United States District Court, N.D. Illinois, Eastern Division
June 17, 2005.
NANCY R. MURRAY, Plaintiff,
FLEXPOINT FUNDING CORPORATION, Defendant.
The opinion of the court was delivered by: ELAINE E. BUCKLO, District Judge
MEMORANDUM OPINION AND ORDER
Plaintiff Nancy R. Murray, on behalf of herself and a proposed
class of individuals similarly situated, alleges that defendant
Flexpoint Funding Corporation ("Flexpoint") has willfully
violated her rights under the Fair Credit Reporting Act,
15 U.S.C. § 1681 et seq. ("FCRA"). Ms. Murray alleges that
Flexpoint, without her permission, accessed her consumer report
to determine, for its own purposes, her creditworthiness.
Sometime after February 15, 2004, Flexpoint sent Ms. Murray a
flyer announcing low mortgage rates (even for individuals with
"less than perfect credit") and offering a free "benefits
analysis." The flyer also stated that the recipient was "already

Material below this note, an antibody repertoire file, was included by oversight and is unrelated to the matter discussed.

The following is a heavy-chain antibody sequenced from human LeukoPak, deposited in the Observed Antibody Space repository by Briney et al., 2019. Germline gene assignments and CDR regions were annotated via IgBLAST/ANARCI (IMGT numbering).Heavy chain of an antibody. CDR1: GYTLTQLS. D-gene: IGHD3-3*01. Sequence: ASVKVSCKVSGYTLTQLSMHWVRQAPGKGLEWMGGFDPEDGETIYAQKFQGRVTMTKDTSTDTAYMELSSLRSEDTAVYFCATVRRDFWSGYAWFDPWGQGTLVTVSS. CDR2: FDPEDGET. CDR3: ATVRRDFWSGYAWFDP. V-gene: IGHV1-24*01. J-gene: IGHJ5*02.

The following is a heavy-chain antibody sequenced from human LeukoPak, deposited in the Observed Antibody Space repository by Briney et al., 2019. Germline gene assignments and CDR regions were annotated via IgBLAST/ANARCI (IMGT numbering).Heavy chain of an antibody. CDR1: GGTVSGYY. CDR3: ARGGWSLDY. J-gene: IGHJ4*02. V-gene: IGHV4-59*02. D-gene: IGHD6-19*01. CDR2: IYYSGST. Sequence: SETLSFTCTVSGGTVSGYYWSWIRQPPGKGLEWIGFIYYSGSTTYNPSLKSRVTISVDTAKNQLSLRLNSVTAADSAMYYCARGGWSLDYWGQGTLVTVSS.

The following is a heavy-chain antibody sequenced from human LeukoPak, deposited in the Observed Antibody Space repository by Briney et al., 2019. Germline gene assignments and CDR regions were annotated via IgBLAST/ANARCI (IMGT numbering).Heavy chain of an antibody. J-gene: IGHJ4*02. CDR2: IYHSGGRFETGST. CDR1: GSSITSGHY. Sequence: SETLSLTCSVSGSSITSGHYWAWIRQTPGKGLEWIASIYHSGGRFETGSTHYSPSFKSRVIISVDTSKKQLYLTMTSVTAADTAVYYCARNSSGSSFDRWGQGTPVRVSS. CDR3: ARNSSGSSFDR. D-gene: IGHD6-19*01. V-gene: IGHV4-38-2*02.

pre-qualified . . . for a new home loan" with Flexpoint. The
flyer urges the recipient to either call Flexpoint's toll-free
number or visit its website.
Ms. Murray alleges that Flexpoint's conduct in accessing her
consumer report violates FCRA as the flyer does not constitute a "firm offer of credit." Ms. Murray also alleges that the flyer
violates FCRA as it does not include certain required disclosures
in a "clear and conspicuous" manner. 15 U.S.C. § 1681m(d). Ms.
Murray alleges that these violations were committed in a willful
manner. 15 U.S.C. § 1681n. Flexpoint moves to dismiss the
complaint for failure to state a claim, pursuant to Fed.R. Civ.
P. 12(b)(6). I deny that motion, for the reasons stated below.
On a motion to dismiss, I accept all well-pleaded allegations
in the complaint as true, Turner/Ozanne v. Hyman/Power,
111 F.3d 1312, 1319 (7th Cir. 1997), and draw all reasonable
inferences in favor of the plaintiff. Strasburger v. Bd. of